Patricia Elliott was born in London, but grew up in Europe and the Far East. A voracious reader since childhood (where she had the resources of ten different school libraries), she also made up ghost stories to scare her friends! As an adult, she worked in publishing in London and in a children’s bookshop in New York. She now teaches a course in children’s literature at an adult education college, and is writing further novels. She lives in Barnes with her husband and two sons.
Her first book, The Ice Boy, won the Fidler Award for a first novel, was shortlisted for the Branford Boase Award and the West Sussex award. Her second novel, Murkmere, was longlisted for the Guardian Children’s Fiction Award.
Patricia Elliott Guest Post
In my new novel, The Devil in the Corner, one of the characters is fatally poisoned. Two other characters are implicated in the death: Maud Greenwood, the main narrator of the novel, and the young servant girl, Edie. Both have motives for murdering the victim, who is Maud’s cousin, Juliana Greenwood. There is also some suspicion hanging over the village pharmacist, though he is later cleared. The results of the post-mortem show that Juliana has died from arsenic poisoning and both girls have had easy access to the poison.
The novel is set in the mid-Victorian period when there was little regulation of the sale of poisons to the public. Chemists and druggists dispensed not only medical advice to customers but their own ‘cures’ made to order. They were often ignorant of the properties of the drugs they prescribed. More significantly, they were able to sell deadly substances over the counter, such as arsenic and laudanum – even prussic acid (cyanide) and strychnine – for a few pence, though from 1851 they had to be kept in a poison cupboard and sales recorded in a register.
Throughout the Victorian period there were cases of druggists mistaking arsenic for arrowroot, magnesia, chalk powder or talcum and making it up into preparations that were fatal for their customers. In my novel Maud suspects the local pharmacist of poisoning the whole village with his ‘miracle cure’ – which Juliana Greenwood is also taking. Maud knows very well that there is arsenic in his poison cupboard, as does Edie – Edie, who worked for the pharmacist before she came to work at Windward House. So both girls have the means of obtaining it. But both girls also know there is arsenic present at Windward House already, in a box labelled ‘Fowler’s Solution’.
I decided on arsenic as the fatal poison that would kill Juliana because it was convenient for my plot. It could be administered over a long time and the victim would only gradually succumb.
Juliana has periods when she is ill followed by periods when she is better. A newspaper report of 1847 read:
‘Arsenic was administered in small doses, not at all calculated to produce death all at once, and when it was stopped, the man got better. The effect of continual administration of small doses of arsenic would be to gradually cause the powers of the body to languish’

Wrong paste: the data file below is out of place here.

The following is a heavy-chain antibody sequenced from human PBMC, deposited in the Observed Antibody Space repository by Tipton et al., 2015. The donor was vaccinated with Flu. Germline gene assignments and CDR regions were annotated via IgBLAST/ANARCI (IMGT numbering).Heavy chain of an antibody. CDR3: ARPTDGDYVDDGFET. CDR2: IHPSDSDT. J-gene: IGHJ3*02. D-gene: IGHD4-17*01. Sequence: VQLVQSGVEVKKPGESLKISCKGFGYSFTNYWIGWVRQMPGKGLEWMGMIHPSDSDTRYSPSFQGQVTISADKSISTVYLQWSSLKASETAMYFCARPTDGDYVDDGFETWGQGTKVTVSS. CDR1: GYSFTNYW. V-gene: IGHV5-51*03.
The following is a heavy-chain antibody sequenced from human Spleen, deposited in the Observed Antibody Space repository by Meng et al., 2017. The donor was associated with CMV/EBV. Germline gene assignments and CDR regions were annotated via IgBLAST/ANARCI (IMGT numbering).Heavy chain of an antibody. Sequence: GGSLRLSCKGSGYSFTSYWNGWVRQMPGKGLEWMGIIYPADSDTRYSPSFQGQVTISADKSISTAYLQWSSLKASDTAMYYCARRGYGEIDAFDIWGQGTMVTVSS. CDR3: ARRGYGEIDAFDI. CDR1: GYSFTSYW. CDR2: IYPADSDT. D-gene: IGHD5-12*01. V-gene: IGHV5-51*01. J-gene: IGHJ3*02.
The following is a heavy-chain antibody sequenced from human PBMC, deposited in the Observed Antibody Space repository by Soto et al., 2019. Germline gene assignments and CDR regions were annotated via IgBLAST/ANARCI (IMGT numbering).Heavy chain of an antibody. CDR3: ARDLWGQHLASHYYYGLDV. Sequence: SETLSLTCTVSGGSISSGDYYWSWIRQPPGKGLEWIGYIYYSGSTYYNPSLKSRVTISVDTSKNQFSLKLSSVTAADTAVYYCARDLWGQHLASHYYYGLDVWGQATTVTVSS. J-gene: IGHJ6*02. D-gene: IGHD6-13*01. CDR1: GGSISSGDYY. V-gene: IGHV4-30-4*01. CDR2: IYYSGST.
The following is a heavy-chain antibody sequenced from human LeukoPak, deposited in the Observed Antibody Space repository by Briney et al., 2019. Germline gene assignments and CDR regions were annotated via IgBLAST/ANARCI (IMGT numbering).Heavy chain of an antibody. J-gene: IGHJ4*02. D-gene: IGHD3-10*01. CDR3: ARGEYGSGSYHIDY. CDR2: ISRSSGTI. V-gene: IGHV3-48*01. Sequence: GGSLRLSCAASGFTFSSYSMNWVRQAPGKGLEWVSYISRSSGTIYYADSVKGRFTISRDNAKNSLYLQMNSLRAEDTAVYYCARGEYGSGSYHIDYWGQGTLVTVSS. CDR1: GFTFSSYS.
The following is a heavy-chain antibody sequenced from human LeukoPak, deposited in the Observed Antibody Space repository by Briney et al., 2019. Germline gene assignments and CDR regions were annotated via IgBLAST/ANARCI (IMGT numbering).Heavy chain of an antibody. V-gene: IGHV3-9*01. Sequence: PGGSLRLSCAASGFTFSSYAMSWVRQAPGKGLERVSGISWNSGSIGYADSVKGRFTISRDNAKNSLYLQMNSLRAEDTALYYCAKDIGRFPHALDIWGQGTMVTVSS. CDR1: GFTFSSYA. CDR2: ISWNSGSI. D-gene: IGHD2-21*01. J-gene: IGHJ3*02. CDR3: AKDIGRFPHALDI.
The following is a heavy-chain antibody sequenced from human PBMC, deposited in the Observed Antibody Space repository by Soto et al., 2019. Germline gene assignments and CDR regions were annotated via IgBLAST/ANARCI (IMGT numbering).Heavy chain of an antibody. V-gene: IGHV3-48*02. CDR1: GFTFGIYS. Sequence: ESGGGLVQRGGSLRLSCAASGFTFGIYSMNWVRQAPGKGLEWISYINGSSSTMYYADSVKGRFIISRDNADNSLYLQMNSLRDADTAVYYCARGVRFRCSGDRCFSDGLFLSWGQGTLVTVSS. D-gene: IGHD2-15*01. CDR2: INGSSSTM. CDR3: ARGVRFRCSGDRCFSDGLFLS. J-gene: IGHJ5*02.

- just as Juliana languishes.
It is extraordinary to read now how arsenic was everywhere in products in the Victorian home. It was the key ingredient in Fowler’s Solution, used to kill vermin but also seen as a cure for skin disorders, cancers and fevers. Almost every household had a box of Fowler’s, as there is at Windward House, where Juliana dies. Arsenic was believed to be highly beneficial as a medicine and in small doses was thought to cure malaria, asthma, even morning sickness. In the household it could be found in candles, cooking utensils, children’s toys (!) and sweets, home furnishings and flypapers, though present in amounts well below the lethal dose of 4 to 5 grains.
Since it was so easy to get hold of and so affordable, it was the ideal choice for murderers. It was also difficult to detect during post-mortems. Through the 1840s there seemed to be an epidemic of fatal arsenic poisonings as reported by the newspapers: ‘We dread it of nights…in our bread…our wine…our sauce’. These sensational reports made compelling reading and helped sell newspapers, but they conjured up a real fear in the public because arsenic was so difficult to recognise. It had no taste or smell, looked like flour or sugar, and could be added to food and drink – a grain in a cup of tea or a bowl of soup would be drunk without suspicion. If this happened over a period of time the victim would eventually die, just as Juliana Greenwood does.
It’s said that poison is particularly favoured by women as a means of murder. Death can occur without the need for physical strength, violence or bloodshed. Once administered you don’t need to be there at all. Your mind needn’t register its horror – though in fact both girls in the novel are present at Juliana’s death.
So as the post-mortem report concludes, it is arsenic poisoning that has killed Juliana. Both Edie and Maud have had a motive for murdering her. But which girl is it?
Penniless, and escaping the horrors of life as a governess to brutal households, Maud seeks refuge with the cousin-by-marriage she never knew. But Juliana quashes Maud’s emerging friendships with the staff and locals – especially John, the artist commissioned to restore the sinister Doom in the local church. John, however, is smitten with Maud and makes every effort to woo her.
Maud, isolated and thwarted at every turn, continues to take the laudanum which was her only solace in London. Soon she becomes dependent on the drug – so is this the cause of her fresh anxieties? Or is someone – or something – plotting her demise?
Is the devil in the corner of the Doom a reality, or a figment of her imagination?
Devil in the Corner is out now!
Come back tomorrow for my review